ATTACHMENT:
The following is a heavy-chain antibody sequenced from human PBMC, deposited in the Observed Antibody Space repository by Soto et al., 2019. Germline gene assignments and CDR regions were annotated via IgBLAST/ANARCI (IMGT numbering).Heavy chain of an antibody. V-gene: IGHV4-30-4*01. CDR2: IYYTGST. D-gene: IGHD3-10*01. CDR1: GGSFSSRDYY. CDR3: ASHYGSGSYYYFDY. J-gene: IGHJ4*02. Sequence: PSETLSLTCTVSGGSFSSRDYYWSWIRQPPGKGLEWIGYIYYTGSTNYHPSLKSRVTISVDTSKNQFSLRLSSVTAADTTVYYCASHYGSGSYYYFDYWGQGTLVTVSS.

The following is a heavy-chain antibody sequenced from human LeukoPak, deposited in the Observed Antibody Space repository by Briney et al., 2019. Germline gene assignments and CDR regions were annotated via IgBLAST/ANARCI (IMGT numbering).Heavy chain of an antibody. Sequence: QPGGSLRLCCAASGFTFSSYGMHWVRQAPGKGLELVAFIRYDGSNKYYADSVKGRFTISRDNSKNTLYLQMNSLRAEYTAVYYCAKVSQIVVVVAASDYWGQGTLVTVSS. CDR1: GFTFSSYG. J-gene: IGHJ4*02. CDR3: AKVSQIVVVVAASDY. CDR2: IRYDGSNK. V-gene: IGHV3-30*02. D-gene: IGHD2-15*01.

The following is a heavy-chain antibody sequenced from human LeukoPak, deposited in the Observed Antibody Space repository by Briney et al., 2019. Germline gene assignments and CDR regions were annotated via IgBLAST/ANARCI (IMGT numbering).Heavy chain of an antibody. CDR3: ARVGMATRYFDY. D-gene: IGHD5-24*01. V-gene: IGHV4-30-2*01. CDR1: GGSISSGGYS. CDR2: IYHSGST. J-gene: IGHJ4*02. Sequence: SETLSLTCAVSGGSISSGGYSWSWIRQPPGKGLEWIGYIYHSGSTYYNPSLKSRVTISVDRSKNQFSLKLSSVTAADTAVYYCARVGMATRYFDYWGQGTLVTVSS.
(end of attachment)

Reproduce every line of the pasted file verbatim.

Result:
The following is a heavy-chain antibody sequenced from human PBMC, deposited in the Observed Antibody Space repository by Soto et al., 2019. Germline gene assignments and CDR regions were annotated via IgBLAST/ANARCI (IMGT numbering).Heavy chain of an antibody. V-gene: IGHV4-30-4*01. CDR2: IYYTGST. D-gene: IGHD3-10*01. CDR1: GGSFSSRDYY. CDR3: ASHYGSGSYYYFDY. J-gene: IGHJ4*02. Sequence: PSETLSLTCTVSGGSFSSRDYYWSWIRQPPGKGLEWIGYIYYTGSTNYHPSLKSRVTISVDTSKNQFSLRLSSVTAADTTVYYCASHYGSGSYYYFDYWGQGTLVTVSS.

The following is a heavy-chain antibody sequenced from human LeukoPak, deposited in the Observed Antibody Space repository by Briney et al., 2019. Germline gene assignments and CDR regions were annotated via IgBLAST/ANARCI (IMGT numbering).Heavy chain of an antibody. Sequence: QPGGSLRLCCAASGFTFSSYGMHWVRQAPGKGLELVAFIRYDGSNKYYADSVKGRFTISRDNSKNTLYLQMNSLRAEYTAVYYCAKVSQIVVVVAASDYWGQGTLVTVSS. CDR1: GFTFSSYG. J-gene: IGHJ4*02. CDR3: AKVSQIVVVVAASDY. CDR2: IRYDGSNK. V-gene: IGHV3-30*02. D-gene: IGHD2-15*01.

The following is a heavy-chain antibody sequenced from human LeukoPak, deposited in the Observed Antibody Space repository by Briney et al., 2019. Germline gene assignments and CDR regions were annotated via IgBLAST/ANARCI (IMGT numbering).Heavy chain of an antibody. CDR3: ARVGMATRYFDY. D-gene: IGHD5-24*01. V-gene: IGHV4-30-2*01. CDR1: GGSISSGGYS. CDR2: IYHSGST. J-gene: IGHJ4*02. Sequence: SETLSLTCAVSGGSISSGGYSWSWIRQPPGKGLEWIGYIYHSGSTYYNPSLKSRVTISVDRSKNQFSLKLSSVTAADTAVYYCARVGMATRYFDYWGQGTLVTVSS.